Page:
A team from the Higher Technical School of Architecture (ETSA), the Faculty of Fine Arts and the Institute of Heritage Restoration (IRP) from Valencia’s Polytechnic University (UPV) is working, thanks to the collaboration of the Territorial School of Architects of Valencia (CTAV), in the mass manufacturing of protection screens for healthcare staff exposed to COVID-19, through semi-industrialised serial casting techniques. The CTAV contributes economically to manufacturing this equipment.
The team has developed a silicone model for the visor whose matrix is printed in 3D, so that the manufacturing can be done in an artisan way, but in mass, half way between individualised and industrialised manufacturing.
“With this system and using four models per person, the availability of this equipment for the protection of staff who needs it in the current emergency situation is greatly sped up. Its benefits are the high manufacturing speed with little staff and the use of non-porous material that is more resistant to impact and cleaning, as well as the sheet of PVC being welded to the visor. Currently, we could produce between 1,500 and 2,000 screens every day. The prototypes have already been tested in several Valencian healthcare centres,” says José Luis Alapont, researcher from the IRP Institute and professor at the ETSA of the UPV.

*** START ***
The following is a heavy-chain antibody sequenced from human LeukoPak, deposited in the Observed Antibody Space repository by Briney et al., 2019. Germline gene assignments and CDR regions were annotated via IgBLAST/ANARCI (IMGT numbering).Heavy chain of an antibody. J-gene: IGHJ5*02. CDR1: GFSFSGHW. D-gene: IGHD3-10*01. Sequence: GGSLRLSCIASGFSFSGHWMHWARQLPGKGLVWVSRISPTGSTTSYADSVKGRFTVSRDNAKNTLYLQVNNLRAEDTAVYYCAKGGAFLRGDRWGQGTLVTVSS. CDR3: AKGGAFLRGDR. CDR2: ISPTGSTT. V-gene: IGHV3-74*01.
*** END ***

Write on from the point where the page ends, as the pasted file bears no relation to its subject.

From the ai2 Institute, with 3D printing
Meanwhile, the ai2 Institute of the UPV has also taken part in the manufacturing of protection screens, in this case with 3D printing.
“We will print as many visors as we can while there is a need, and always adapting to what we are told by the healthcare authorities. The entire ai2 team is focused on helping as much as we can and thus provide our grain of sand to the fight against COVID-19,” says Francisco Blanes, director of the ai2 Institute of the UPV. To date, the ai2 team has produced over 1,000 protection masks, which they have made available to the healthcare staff.